Baki, a great grappler needs to live up to his name being the son of the the greatest grapplers of all time: Hanma Yujiro. At the Shinshinkai Organization's private arena, anything goes and the odds are always stacked against you. Current champion of the urderground tournament he fight to defend his title against the worlds strongest and best martial artists, including "the beast" his own father Yujiro.
In terms of story, what you see is what you get. It’s a tournament so it focuses exclusively on that. But what makes up for limited but effective and reasonable plot in a singular environment is being a character centric story arc. We get to learn about a certain fraction of the new characters and what they sacrificed to get to where they are. They are portrayed in ways once again where you can get to know and sympathize with them. They all have likable qualities even though they may seem like savage animals. And the development is pretty much predictable in this kind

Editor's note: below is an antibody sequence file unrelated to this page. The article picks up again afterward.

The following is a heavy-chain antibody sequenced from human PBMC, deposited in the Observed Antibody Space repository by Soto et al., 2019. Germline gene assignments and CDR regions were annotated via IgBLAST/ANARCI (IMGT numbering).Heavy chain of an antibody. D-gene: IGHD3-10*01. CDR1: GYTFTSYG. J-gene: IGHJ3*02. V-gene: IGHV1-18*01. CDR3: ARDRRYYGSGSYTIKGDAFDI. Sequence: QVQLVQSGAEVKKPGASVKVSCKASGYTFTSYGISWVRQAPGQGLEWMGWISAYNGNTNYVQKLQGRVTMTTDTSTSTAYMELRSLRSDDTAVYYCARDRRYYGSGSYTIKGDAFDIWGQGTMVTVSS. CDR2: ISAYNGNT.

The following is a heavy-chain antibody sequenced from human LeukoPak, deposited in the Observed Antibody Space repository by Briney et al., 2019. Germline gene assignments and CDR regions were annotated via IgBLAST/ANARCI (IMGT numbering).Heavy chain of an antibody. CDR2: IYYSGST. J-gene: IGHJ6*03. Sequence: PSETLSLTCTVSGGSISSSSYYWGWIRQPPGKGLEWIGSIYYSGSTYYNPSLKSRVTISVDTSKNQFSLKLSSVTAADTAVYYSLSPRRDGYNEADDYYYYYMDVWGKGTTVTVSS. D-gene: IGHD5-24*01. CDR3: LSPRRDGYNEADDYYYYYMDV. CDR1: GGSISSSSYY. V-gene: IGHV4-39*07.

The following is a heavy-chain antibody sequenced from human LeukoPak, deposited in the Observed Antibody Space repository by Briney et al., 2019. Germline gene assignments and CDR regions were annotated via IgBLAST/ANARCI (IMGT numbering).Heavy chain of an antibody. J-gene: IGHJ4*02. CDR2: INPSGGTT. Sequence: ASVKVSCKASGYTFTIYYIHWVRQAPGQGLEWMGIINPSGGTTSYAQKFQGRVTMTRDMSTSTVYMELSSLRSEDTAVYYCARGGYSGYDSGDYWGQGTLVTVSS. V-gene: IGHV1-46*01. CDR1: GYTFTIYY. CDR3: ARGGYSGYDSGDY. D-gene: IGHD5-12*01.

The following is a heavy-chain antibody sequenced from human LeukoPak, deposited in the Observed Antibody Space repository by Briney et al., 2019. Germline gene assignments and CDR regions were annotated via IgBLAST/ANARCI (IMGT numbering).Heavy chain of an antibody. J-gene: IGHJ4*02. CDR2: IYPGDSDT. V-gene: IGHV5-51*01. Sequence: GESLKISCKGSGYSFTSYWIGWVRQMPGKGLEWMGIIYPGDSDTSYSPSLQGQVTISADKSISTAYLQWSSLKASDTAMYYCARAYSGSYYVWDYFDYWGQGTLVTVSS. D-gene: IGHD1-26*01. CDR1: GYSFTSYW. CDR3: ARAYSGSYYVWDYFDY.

of genre. Win or lose, if you put on the best fight you ever had, it’s only going to make you stronger, etc. In further addition the pacing that I liked from season 1 is still there for the most part except near the end where it pulls somewhat of a Kishimoto. I don’t want to spoil how it does but for those who have been frustrated with Naruto recently, you’ll get what I mean when you get to that part or if you have seen it before.